# Wedge Product of a Vector Space

I have the following problem: Let $V$ be a four-dimensional vectorial space over the field $\mathbb{R}$ or $\mathbb{C}$ with basis $\{e_1,e_2,e_3,e_4\}.$ Show that an element of $\bigwedge^2 V$ of the form $$\sum_{1 \leq i < j \leq 4} p_{ij}e_i \wedge e_j$$ can be written as $v \wedge w,$ with $v,w \in V,$ iff $$p_{12}p_{34}-p_{13}p_{24}+p_{14}p_{23}=0.$$ One implication is easy, but I can't prove the other one. Thank you to everybody!

• What implication have you done? Commented Mar 21, 2017 at 14:58
• That if an element of $\bigwedge^2 V$ of the form $\sum_{1 \leq i < j \leq 4} p_{ij}e_i \wedge e_j$ can be written as $v \wedge w,$ then $p_{12}p_{34}-p_{13}p_{24}+p_{14}p_{23}=0$ holds. Commented Mar 21, 2017 at 15:02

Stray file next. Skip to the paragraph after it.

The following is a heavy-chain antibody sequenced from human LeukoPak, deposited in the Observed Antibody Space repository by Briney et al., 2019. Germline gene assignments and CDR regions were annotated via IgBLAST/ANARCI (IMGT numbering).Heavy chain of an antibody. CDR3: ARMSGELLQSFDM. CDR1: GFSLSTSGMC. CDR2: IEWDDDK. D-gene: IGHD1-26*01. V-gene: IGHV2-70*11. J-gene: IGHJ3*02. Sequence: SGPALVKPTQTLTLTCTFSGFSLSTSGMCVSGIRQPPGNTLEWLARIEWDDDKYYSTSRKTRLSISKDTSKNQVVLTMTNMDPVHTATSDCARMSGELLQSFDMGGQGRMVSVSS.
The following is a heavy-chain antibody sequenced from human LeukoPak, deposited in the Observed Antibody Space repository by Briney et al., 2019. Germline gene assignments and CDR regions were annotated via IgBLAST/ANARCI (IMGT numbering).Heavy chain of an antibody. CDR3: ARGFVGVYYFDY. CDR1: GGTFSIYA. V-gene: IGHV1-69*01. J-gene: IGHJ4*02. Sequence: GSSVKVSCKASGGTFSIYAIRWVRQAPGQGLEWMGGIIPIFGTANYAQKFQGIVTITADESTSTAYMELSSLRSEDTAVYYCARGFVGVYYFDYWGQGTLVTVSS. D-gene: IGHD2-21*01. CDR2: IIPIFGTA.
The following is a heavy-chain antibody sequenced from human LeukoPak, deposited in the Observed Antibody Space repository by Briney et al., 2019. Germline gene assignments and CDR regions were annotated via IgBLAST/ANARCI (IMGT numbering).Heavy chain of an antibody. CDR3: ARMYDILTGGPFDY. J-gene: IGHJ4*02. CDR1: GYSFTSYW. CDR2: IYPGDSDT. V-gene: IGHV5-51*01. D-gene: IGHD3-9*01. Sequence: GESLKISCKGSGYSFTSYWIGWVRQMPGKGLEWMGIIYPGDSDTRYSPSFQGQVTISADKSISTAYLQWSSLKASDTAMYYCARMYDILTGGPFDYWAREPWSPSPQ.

Writing $V^4=V^2\times V^2$ the canonical map $\nu: V^4\ \longrightarrow\ \bigwedge^4V$ restricts to alternating bilinear maps on $V^2\times\{0\}\cong V^2$ and $\{0\}\times V^2\cong V^2$, yielding a bilinear map $$\bigwedge^2V\times\bigwedge^2V\ \longrightarrow\ \bigwedge^4V:\ (v_1\wedge w_1,v_2\wedge w_2)\ \longmapsto\ v_1\wedge w_1\wedge v_2\wedge w_2.$$ It is alternating because $\nu$ is, which means that for every $x\in\bigwedge^2V$ you have $x\wedge x=0$.
What does this tell you when $x=\sum_{1\leq i<j\leq 4}p_{ij}e_i\wedge e_j$?